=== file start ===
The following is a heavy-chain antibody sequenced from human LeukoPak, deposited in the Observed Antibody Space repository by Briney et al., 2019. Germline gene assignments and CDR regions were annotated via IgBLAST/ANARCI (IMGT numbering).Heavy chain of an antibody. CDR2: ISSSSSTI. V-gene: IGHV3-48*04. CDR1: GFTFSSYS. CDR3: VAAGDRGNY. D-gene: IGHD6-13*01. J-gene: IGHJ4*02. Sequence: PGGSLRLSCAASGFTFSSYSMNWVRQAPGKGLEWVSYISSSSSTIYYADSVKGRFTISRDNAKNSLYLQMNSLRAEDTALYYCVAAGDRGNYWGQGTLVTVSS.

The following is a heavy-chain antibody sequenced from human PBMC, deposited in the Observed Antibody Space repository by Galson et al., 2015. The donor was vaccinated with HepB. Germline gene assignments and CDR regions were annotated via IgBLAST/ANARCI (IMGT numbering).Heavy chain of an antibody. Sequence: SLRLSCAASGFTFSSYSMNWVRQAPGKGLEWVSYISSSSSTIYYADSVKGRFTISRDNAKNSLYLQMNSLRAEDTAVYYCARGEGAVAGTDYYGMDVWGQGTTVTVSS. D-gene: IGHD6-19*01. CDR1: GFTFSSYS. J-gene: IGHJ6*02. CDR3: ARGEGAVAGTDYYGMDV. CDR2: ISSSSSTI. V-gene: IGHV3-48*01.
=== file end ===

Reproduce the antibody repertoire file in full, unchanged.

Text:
The following is a heavy-chain antibody sequenced from human LeukoPak, deposited in the Observed Antibody Space repository by Briney et al., 2019. Germline gene assignments and CDR regions were annotated via IgBLAST/ANARCI (IMGT numbering).Heavy chain of an antibody. CDR2: ISSSSSTI. V-gene: IGHV3-48*04. CDR1: GFTFSSYS. CDR3: VAAGDRGNY. D-gene: IGHD6-13*01. J-gene: IGHJ4*02. Sequence: PGGSLRLSCAASGFTFSSYSMNWVRQAPGKGLEWVSYISSSSSTIYYADSVKGRFTISRDNAKNSLYLQMNSLRAEDTALYYCVAAGDRGNYWGQGTLVTVSS.

The following is a heavy-chain antibody sequenced from human PBMC, deposited in the Observed Antibody Space repository by Galson et al., 2015. The donor was vaccinated with HepB. Germline gene assignments and CDR regions were annotated via IgBLAST/ANARCI (IMGT numbering).Heavy chain of an antibody. Sequence: SLRLSCAASGFTFSSYSMNWVRQAPGKGLEWVSYISSSSSTIYYADSVKGRFTISRDNAKNSLYLQMNSLRAEDTAVYYCARGEGAVAGTDYYGMDVWGQGTTVTVSS. D-gene: IGHD6-19*01. CDR1: GFTFSSYS. J-gene: IGHJ6*02. CDR3: ARGEGAVAGTDYYGMDV. CDR2: ISSSSSTI. V-gene: IGHV3-48*01.